Impact of Ventricular Catheter Used With Antimicrobial Agents on Patients With a Ventricular Catheter
External ventricular catheters are used for intracranial pressure monitoring and temporary cerebrospinal fluid (CSF) drainage in neurosurgery. The incidence of ventriculostomy-related cerebrospinal fluid infections had been quoted as between 2.2% to 10.4% in the more recent literature. Previous prospective studies in the investigators' unit have shown that the use of dual antibiotics prophylaxis in patients with external ventricular drain was associated with decreased incidence of CSF infection but was complicated with opportunistic extracranial infections. The current practice is to cover with prophylactic dual antibiotics unless guided by microbiology results for all patients with external ventricular drain. In recent years, cerebrospinal fluid shunt catheters impregnated with antimicrobial agents have been available. Experimental studies have shown that they provide protection against staphylococcal aureus and coagulase-negative staphylococci strains for between 42 days and 56 days. Theoretically, they provide the antibiotic prophylaxis locally without the associated complications of systemic antibiotics.
It is hypothesized that the use of antibiotic-impregnated catheters instead of systemic antibiotic prophylaxis will not increase the rate of cerebrospinal fluid infection, will decrease the rate of opportunistic/nosocomial infections and improves the overall outcome in these patients; that would convert into a reduction in treatment cost of these patients.
|Hydrocephalus Intracranial Hypertension||Device: Antibiotics-impregnated ventricular catheter (Bactiseal®) Device: Plain ventricular catheter (Codman EDS II/III)||Phase 3|
|Study Design:||Allocation: Randomized
Intervention Model: Parallel Assignment
Masking: Open Label
Primary Purpose: Prevention
|Official Title:||The Impact of Ventricular Catheter Impregnated With Antimicrobial Agents on Infection in Patients With Ventricular Catheter: A Prospective Randomized Study|
- Cerebrospinal fluid infection rate [ Time Frame: First 30 days ]
- Extracranial infection rate [ Time Frame: First 30 days ]
- Mortality rate [ Time Frame: At discharge and six months ]
- Glasgow Outcome Scale Extended [ Time Frame: At discharge and at six months ]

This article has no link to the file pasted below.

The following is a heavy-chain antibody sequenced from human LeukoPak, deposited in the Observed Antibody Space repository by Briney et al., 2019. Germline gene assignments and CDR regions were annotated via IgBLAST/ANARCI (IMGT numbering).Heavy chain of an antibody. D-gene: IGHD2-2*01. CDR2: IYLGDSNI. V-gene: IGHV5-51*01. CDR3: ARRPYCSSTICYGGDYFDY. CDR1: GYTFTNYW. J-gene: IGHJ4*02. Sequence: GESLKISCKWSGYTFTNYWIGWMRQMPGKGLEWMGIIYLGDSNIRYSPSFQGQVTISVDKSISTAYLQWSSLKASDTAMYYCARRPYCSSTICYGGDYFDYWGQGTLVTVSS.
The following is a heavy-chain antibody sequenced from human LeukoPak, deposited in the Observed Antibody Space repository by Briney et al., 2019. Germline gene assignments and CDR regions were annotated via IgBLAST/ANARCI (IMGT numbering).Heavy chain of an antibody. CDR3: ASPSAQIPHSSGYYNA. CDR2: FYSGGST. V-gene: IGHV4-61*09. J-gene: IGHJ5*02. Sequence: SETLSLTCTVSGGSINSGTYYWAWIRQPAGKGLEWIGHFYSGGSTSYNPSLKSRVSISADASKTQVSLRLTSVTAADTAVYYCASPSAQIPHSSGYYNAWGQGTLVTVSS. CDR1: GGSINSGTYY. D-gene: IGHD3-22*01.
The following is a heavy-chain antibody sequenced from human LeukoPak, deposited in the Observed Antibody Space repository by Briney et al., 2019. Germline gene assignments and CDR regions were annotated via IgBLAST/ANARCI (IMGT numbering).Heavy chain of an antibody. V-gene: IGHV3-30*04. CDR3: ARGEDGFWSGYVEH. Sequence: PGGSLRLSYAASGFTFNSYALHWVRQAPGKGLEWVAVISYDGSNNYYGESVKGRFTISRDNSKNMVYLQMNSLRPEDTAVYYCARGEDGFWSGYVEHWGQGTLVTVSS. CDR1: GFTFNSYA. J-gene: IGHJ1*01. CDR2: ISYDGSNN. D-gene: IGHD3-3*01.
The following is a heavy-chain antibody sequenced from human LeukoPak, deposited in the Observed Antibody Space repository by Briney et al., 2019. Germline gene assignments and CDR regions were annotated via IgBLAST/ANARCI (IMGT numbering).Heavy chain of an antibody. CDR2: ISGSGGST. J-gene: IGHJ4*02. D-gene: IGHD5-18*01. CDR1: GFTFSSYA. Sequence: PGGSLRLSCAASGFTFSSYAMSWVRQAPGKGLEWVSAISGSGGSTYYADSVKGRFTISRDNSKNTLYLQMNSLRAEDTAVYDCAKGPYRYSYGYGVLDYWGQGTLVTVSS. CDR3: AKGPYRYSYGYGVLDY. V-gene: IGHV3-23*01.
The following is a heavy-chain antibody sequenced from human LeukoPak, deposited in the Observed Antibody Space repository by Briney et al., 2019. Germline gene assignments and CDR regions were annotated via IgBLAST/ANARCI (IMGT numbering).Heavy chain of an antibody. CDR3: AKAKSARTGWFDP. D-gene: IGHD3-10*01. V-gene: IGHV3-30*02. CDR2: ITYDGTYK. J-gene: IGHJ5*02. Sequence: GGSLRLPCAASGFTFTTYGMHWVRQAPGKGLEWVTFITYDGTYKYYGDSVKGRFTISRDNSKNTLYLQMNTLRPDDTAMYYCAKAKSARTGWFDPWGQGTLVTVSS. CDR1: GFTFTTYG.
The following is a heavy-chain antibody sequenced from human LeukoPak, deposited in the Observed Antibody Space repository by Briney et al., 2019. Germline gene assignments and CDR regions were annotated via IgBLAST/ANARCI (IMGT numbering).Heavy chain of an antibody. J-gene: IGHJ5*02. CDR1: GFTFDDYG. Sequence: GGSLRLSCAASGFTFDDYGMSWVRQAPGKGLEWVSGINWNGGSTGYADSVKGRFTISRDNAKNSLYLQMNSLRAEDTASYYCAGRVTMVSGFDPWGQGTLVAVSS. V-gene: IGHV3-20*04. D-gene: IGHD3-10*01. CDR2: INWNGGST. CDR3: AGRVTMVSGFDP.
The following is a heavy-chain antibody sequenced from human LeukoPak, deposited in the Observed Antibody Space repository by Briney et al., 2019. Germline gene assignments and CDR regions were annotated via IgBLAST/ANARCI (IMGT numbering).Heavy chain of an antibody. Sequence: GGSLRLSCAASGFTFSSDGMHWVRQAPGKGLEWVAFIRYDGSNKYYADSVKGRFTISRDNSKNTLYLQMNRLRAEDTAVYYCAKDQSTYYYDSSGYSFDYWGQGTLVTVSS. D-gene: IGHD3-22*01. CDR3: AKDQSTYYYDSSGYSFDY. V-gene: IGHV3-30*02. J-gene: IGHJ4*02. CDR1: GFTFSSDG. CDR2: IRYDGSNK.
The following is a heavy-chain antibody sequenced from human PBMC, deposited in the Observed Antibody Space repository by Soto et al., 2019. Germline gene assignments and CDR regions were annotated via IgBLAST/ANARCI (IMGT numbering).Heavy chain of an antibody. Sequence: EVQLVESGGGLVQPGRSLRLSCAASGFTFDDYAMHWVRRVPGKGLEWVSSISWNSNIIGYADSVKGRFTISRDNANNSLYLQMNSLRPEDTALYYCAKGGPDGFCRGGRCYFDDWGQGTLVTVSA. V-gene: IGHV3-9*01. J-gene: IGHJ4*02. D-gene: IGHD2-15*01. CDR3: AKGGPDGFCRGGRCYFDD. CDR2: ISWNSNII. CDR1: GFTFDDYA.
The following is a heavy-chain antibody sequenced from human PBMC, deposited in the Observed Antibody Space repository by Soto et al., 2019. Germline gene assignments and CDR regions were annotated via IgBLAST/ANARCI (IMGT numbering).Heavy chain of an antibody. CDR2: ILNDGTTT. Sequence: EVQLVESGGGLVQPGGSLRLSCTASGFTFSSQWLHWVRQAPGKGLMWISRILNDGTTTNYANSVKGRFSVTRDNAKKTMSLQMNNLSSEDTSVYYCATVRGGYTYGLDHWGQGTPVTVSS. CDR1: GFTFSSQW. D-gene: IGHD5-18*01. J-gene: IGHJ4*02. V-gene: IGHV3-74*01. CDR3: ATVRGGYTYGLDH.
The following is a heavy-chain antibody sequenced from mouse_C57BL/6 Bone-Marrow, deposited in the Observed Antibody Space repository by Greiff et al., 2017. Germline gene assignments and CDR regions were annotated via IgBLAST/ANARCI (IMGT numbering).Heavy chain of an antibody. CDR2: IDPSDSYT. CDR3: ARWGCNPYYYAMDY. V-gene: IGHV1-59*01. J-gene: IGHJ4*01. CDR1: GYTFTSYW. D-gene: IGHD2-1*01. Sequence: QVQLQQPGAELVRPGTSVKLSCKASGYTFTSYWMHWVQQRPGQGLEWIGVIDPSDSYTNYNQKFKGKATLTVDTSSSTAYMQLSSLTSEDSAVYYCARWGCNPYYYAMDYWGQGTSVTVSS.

|Study Start Date:||April 2004|
|Study Completion Date:||June 2009|
|Primary Completion Date:||December 2008 (Final data collection date for primary outcome measure)|
Active Comparator: 1
Bactiseal ventricular catheter (Rifampicin- and Clindamycin-impregnated)
Device: Antibiotics-impregnated ventricular catheter (Bactiseal®)
Antibiotics-impregnated ventricular catheter (Rifampicin- and Clindamycin-impregnated)
Other Name: Bactiseal
Placebo Comparator: 2
Plain ventricular catheter
Device: Plain ventricular catheter (Codman EDS II/III)
Plain ventricular catheter
Other Name: Codman EDS II/III
- To assess the cranial and extracranial infection rate of systemic antibiotic prophylaxis versus antibiotics-impregnated catheter.
- To assess the patients' outcome and carry out cost analysis for systemic antibiotic prophylaxis versus antibiotics-impregnated catheter.
Design: Prospective randomized controlled trial
Hypothesis: The use of antibiotics-impregnated catheter instead of systemic antibiotic prophylaxis will not increase the rate of cerebrospinal fluid infection, will decrease the rate of opportunistic/nosocomial infection and improves the overall outcome in these patients; that would convert into a reduction in treatment cost of these patients.
Method: After ventricular catheter insertion, patients will be randomized into one of the two groups:
- Periprocedural antibiotics: Only ie Unasyn and Rocephin and insertion of the antibiotics-impregnated ventricular catheter.
- Periprocedural antibiotics and prophylactic dual antibiotics ie Unasyn and Rocephin and insertion of ventricular catheter without impregnation of antibiotics.
Primary outcome variable: Cerebrospinal fluid infection and extracranial infection.
Sample size: We aim to recruit a total of 180 patients with 90 patients in each arm and expect to complete patient recruitment in 2-3 years. The calculation is based to detect a difference of nosocomial infection rate between 20% and 40%, with 5% level of significance and 80% power.
Projected results and significance:
The project has a good chance to be the first clinical study to the outcome and cost impacts of antibiotic-impregnated ventricular catheter.
Please refer to this study by its ClinicalTrials.gov identifier: NCT00286104
|China, Hong Kong|
|Division of Neurosurgery, Prince of Wales Hospital, Chinese University of Hong Kong|
|Hong Kong, Hong Kong, China, 852|
|Principal Investigator:||George KC Wong, FRCSEd(SN)||Chinese University of Hong Kong|
|Study Director:||George KC Wong, FRCSEd(SN)||Chinese University of Hong Kong|